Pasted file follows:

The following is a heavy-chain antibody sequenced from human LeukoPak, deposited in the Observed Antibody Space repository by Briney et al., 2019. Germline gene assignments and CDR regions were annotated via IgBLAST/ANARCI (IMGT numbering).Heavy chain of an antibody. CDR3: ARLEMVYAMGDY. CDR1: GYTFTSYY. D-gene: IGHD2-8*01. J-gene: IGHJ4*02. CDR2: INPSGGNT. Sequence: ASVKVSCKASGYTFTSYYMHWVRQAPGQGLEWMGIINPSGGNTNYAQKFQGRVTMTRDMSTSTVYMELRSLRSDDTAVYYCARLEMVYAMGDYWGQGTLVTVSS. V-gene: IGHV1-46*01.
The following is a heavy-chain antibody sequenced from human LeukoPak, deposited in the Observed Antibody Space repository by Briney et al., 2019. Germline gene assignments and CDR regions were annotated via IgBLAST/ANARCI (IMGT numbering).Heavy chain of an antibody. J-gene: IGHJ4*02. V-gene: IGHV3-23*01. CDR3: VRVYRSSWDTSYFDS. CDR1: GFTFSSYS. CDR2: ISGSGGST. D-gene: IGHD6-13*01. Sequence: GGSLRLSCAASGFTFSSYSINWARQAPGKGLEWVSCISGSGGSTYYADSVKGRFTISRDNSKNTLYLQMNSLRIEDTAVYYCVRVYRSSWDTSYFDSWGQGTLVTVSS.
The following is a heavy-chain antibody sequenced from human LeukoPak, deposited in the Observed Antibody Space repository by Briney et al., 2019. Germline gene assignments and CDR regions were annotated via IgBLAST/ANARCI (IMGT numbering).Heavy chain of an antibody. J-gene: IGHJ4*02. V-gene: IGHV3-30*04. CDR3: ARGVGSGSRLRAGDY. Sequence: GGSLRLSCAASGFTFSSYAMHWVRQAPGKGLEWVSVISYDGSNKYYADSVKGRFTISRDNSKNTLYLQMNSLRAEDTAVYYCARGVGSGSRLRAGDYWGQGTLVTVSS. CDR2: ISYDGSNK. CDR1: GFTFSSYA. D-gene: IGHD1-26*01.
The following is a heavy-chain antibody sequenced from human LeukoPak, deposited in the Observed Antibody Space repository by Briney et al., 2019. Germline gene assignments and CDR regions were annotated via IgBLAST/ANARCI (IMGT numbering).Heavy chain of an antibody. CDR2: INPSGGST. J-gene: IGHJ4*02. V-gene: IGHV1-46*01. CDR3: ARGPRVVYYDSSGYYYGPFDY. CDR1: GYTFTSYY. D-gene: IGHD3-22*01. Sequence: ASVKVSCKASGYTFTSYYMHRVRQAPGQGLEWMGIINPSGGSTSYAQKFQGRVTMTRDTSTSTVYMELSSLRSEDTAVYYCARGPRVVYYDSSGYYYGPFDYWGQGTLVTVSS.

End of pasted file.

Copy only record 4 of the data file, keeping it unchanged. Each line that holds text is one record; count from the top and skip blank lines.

The following is a heavy-chain antibody sequenced from human LeukoPak, deposited in the Observed Antibody Space repository by Briney et al., 2019. Germline gene assignments and CDR regions were annotated via IgBLAST/ANARCI (IMGT numbering).Heavy chain of an antibody. CDR2: INPSGGST. J-gene: IGHJ4*02. V-gene: IGHV1-46*01. CDR3: ARGPRVVYYDSSGYYYGPFDY. CDR1: GYTFTSYY. D-gene: IGHD3-22*01. Sequence: ASVKVSCKASGYTFTSYYMHRVRQAPGQGLEWMGIINPSGGSTSYAQKFQGRVTMTRDTSTSTVYMELSSLRSEDTAVYYCARGPRVVYYDSSGYYYGPFDYWGQGTLVTVSS.